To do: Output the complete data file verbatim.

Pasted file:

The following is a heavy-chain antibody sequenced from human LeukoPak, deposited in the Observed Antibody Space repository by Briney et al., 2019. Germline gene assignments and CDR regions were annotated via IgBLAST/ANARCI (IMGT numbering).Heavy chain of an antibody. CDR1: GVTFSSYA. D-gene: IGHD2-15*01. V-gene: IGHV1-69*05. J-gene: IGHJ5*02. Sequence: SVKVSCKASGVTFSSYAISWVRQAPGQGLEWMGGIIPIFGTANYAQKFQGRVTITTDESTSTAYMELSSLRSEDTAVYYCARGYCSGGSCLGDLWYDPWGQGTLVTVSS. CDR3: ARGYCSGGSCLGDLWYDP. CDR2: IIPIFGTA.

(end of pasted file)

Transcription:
The following is a heavy-chain antibody sequenced from human LeukoPak, deposited in the Observed Antibody Space repository by Briney et al., 2019. Germline gene assignments and CDR regions were annotated via IgBLAST/ANARCI (IMGT numbering).Heavy chain of an antibody. CDR1: GVTFSSYA. D-gene: IGHD2-15*01. V-gene: IGHV1-69*05. J-gene: IGHJ5*02. Sequence: SVKVSCKASGVTFSSYAISWVRQAPGQGLEWMGGIIPIFGTANYAQKFQGRVTITTDESTSTAYMELSSLRSEDTAVYYCARGYCSGGSCLGDLWYDPWGQGTLVTVSS. CDR3: ARGYCSGGSCLGDLWYDP. CDR2: IIPIFGTA.